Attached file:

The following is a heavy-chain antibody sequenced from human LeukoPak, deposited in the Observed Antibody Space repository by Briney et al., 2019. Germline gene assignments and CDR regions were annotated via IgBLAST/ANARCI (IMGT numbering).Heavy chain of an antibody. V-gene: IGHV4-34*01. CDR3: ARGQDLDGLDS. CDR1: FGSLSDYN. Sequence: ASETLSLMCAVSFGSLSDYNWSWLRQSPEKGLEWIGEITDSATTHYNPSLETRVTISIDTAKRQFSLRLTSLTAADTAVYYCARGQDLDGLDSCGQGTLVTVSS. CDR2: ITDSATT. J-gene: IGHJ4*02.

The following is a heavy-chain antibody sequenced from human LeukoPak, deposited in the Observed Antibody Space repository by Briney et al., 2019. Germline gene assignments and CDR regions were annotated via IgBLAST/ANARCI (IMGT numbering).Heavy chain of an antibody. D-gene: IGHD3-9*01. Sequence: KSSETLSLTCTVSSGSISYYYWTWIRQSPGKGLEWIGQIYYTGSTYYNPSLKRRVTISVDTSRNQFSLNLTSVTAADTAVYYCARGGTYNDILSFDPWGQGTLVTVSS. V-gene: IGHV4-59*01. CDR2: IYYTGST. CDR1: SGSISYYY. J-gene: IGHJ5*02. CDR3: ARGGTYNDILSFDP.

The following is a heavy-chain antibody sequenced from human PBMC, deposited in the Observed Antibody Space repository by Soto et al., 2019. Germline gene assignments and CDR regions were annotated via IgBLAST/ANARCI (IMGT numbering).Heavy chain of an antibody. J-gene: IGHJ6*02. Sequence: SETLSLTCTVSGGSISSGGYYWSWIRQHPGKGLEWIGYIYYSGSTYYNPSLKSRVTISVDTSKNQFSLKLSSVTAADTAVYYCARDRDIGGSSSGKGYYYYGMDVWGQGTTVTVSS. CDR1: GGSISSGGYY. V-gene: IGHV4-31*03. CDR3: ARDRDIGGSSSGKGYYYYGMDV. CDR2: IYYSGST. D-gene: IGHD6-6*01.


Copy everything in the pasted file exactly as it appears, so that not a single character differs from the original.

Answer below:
The following is a heavy-chain antibody sequenced from human LeukoPak, deposited in the Observed Antibody Space repository by Briney et al., 2019. Germline gene assignments and CDR regions were annotated via IgBLAST/ANARCI (IMGT numbering).Heavy chain of an antibody. V-gene: IGHV4-34*01. CDR3: ARGQDLDGLDS. CDR1: FGSLSDYN. Sequence: ASETLSLMCAVSFGSLSDYNWSWLRQSPEKGLEWIGEITDSATTHYNPSLETRVTISIDTAKRQFSLRLTSLTAADTAVYYCARGQDLDGLDSCGQGTLVTVSS. CDR2: ITDSATT. J-gene: IGHJ4*02.

The following is a heavy-chain antibody sequenced from human LeukoPak, deposited in the Observed Antibody Space repository by Briney et al., 2019. Germline gene assignments and CDR regions were annotated via IgBLAST/ANARCI (IMGT numbering).Heavy chain of an antibody. D-gene: IGHD3-9*01. Sequence: KSSETLSLTCTVSSGSISYYYWTWIRQSPGKGLEWIGQIYYTGSTYYNPSLKRRVTISVDTSRNQFSLNLTSVTAADTAVYYCARGGTYNDILSFDPWGQGTLVTVSS. V-gene: IGHV4-59*01. CDR2: IYYTGST. CDR1: SGSISYYY. J-gene: IGHJ5*02. CDR3: ARGGTYNDILSFDP.

The following is a heavy-chain antibody sequenced from human PBMC, deposited in the Observed Antibody Space repository by Soto et al., 2019. Germline gene assignments and CDR regions were annotated via IgBLAST/ANARCI (IMGT numbering).Heavy chain of an antibody. J-gene: IGHJ6*02. Sequence: SETLSLTCTVSGGSISSGGYYWSWIRQHPGKGLEWIGYIYYSGSTYYNPSLKSRVTISVDTSKNQFSLKLSSVTAADTAVYYCARDRDIGGSSSGKGYYYYGMDVWGQGTTVTVSS. CDR1: GGSISSGGYY. V-gene: IGHV4-31*03. CDR3: ARDRDIGGSSSGKGYYYYGMDV. CDR2: IYYSGST. D-gene: IGHD6-6*01.